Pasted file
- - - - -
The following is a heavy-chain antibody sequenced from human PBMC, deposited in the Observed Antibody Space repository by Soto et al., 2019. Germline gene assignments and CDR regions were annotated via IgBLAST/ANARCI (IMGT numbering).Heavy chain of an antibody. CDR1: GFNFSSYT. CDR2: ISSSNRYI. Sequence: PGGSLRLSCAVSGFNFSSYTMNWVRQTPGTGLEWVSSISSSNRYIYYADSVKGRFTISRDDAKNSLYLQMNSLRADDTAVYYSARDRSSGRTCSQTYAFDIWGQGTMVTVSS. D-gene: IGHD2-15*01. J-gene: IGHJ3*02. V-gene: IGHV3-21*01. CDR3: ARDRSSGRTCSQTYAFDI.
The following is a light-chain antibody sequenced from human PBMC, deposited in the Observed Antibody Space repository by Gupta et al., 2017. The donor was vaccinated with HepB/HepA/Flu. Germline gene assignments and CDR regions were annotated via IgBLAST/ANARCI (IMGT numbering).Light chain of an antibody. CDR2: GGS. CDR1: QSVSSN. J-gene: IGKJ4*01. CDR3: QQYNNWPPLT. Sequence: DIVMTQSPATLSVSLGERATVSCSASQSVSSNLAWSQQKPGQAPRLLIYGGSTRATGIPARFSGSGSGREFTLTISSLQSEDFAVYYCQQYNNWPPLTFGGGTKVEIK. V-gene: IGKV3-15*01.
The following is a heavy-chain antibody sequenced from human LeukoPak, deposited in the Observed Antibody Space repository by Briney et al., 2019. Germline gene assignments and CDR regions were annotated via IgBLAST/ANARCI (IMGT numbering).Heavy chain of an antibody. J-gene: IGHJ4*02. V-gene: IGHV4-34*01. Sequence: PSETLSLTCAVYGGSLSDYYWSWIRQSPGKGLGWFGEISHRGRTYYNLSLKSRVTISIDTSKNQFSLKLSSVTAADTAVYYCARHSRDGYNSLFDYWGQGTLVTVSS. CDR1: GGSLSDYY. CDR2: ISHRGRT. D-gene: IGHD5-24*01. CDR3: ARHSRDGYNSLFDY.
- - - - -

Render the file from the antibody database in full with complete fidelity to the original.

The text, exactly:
The following is a heavy-chain antibody sequenced from human PBMC, deposited in the Observed Antibody Space repository by Soto et al., 2019. Germline gene assignments and CDR regions were annotated via IgBLAST/ANARCI (IMGT numbering).Heavy chain of an antibody. CDR1: GFNFSSYT. CDR2: ISSSNRYI. Sequence: PGGSLRLSCAVSGFNFSSYTMNWVRQTPGTGLEWVSSISSSNRYIYYADSVKGRFTISRDDAKNSLYLQMNSLRADDTAVYYSARDRSSGRTCSQTYAFDIWGQGTMVTVSS. D-gene: IGHD2-15*01. J-gene: IGHJ3*02. V-gene: IGHV3-21*01. CDR3: ARDRSSGRTCSQTYAFDI.
The following is a light-chain antibody sequenced from human PBMC, deposited in the Observed Antibody Space repository by Gupta et al., 2017. The donor was vaccinated with HepB/HepA/Flu. Germline gene assignments and CDR regions were annotated via IgBLAST/ANARCI (IMGT numbering).Light chain of an antibody. CDR2: GGS. CDR1: QSVSSN. J-gene: IGKJ4*01. CDR3: QQYNNWPPLT. Sequence: DIVMTQSPATLSVSLGERATVSCSASQSVSSNLAWSQQKPGQAPRLLIYGGSTRATGIPARFSGSGSGREFTLTISSLQSEDFAVYYCQQYNNWPPLTFGGGTKVEIK. V-gene: IGKV3-15*01.
The following is a heavy-chain antibody sequenced from human LeukoPak, deposited in the Observed Antibody Space repository by Briney et al., 2019. Germline gene assignments and CDR regions were annotated via IgBLAST/ANARCI (IMGT numbering).Heavy chain of an antibody. J-gene: IGHJ4*02. V-gene: IGHV4-34*01. Sequence: PSETLSLTCAVYGGSLSDYYWSWIRQSPGKGLGWFGEISHRGRTYYNLSLKSRVTISIDTSKNQFSLKLSSVTAADTAVYYCARHSRDGYNSLFDYWGQGTLVTVSS. CDR1: GGSLSDYY. CDR2: ISHRGRT. D-gene: IGHD5-24*01. CDR3: ARHSRDGYNSLFDY.